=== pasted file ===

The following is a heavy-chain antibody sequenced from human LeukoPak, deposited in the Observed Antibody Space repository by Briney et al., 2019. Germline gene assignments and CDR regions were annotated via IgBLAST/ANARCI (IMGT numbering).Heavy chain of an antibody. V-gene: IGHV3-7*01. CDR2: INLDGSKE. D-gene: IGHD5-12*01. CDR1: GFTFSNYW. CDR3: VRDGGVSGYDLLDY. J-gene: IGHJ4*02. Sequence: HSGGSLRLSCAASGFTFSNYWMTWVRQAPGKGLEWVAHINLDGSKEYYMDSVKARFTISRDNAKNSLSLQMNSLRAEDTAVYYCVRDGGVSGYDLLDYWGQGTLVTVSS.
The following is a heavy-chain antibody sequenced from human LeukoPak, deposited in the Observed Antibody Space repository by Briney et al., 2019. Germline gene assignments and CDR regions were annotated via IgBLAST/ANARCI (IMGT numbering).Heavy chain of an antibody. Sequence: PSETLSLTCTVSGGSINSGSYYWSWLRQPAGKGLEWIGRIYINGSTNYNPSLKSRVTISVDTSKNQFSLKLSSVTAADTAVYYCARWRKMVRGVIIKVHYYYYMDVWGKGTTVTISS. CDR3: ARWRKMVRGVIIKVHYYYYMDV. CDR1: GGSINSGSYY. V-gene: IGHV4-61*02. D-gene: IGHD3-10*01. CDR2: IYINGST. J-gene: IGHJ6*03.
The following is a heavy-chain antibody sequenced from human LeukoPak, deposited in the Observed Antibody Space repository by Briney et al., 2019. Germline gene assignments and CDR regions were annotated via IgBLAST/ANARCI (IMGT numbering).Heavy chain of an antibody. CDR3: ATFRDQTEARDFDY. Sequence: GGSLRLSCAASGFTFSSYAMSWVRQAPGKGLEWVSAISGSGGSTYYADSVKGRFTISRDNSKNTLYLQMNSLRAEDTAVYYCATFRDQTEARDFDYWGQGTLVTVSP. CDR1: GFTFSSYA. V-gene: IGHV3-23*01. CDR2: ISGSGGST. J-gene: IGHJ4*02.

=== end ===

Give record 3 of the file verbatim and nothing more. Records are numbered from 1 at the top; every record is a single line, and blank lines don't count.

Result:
The following is a heavy-chain antibody sequenced from human LeukoPak, deposited in the Observed Antibody Space repository by Briney et al., 2019. Germline gene assignments and CDR regions were annotated via IgBLAST/ANARCI (IMGT numbering).Heavy chain of an antibody. CDR3: ATFRDQTEARDFDY. Sequence: GGSLRLSCAASGFTFSSYAMSWVRQAPGKGLEWVSAISGSGGSTYYADSVKGRFTISRDNSKNTLYLQMNSLRAEDTAVYYCATFRDQTEARDFDYWGQGTLVTVSP. CDR1: GFTFSSYA. V-gene: IGHV3-23*01. CDR2: ISGSGGST. J-gene: IGHJ4*02.